Zika’s role as a cause of severe birth defects confirmed

pregnant woman having an ultrasound

Zika infection during pregnancy can cause severe birth defects, including microcephaly, or an abnormally small head, a new study confirms.

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It’s official: Zika virus causes microcephaly and other birth defects.

A new analysis by the U.S. Centers for Disease Control and Prevention confirms what many earlier studies had suggested: The virus, typically passed via the bite of an infected mosquito, can travel from a pregnant woman to her fetus and wreak havoc in the brain. 

“There is no longer any doubt that Zika causes microcephaly,” CDC director Tom Frieden said in a news briefing Wednesday. The findings, reported April 13 in the New England Journal of Medicine, follow a March 31 report from the World Health Organization that concluded nearly the same thing.

Because the connection between a mosquito-borne illness and such birth defects is so unprecedented, the CDC took time to carefully weigh the evidence, Frieden said. “Never before in history has there been a situation where a bite from a mosquito could result in a devastating malformation.”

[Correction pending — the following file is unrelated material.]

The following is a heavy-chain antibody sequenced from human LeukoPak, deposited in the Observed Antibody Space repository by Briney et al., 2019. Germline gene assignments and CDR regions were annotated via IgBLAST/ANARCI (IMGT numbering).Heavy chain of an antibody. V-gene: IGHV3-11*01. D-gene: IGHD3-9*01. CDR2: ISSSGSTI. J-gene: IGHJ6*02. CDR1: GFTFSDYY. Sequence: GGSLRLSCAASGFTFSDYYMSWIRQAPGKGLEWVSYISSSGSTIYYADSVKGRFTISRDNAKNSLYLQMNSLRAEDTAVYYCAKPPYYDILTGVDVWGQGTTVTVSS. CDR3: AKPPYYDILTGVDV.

In the NEJM analysis, researchers factored in molecular, epidemiological and clinical data, including recent reports of babies born with microcephaly in Colombia. The country has been suffering from a Zika outbreak for months, and thousands of pregnant women have been infected with the virus. Based on what scientists know about the virus, now is about the time they would have expected to see birth defects, said CDC public health researcher and study coauthor Sonja Rasmussen. WHO reports 50 cases of microcephaly in Colombia, seven of which have a confirmed link to Zika.

Researchers still can’t pin down the odds that an infection during pregnancy will lead to microcephaly, though. “What we don’t know right now is if the risk is somewhere in the range of 1 percent or in the range of 30 percent,” Rasmussen said.

Scientists do believe, however, that women who aren’t pregnant would probably clear a Zika infection within eight weeks, and not have problems with future pregnancies, Rasmussen said.

Meghan Rosen is a staff writer who reports on the life sciences for Science News. She earned a Ph.D. in biochemistry and molecular biology with an emphasis in biotechnology from the University of California, Davis, and later graduated from the science communication program at UC Santa Cruz.

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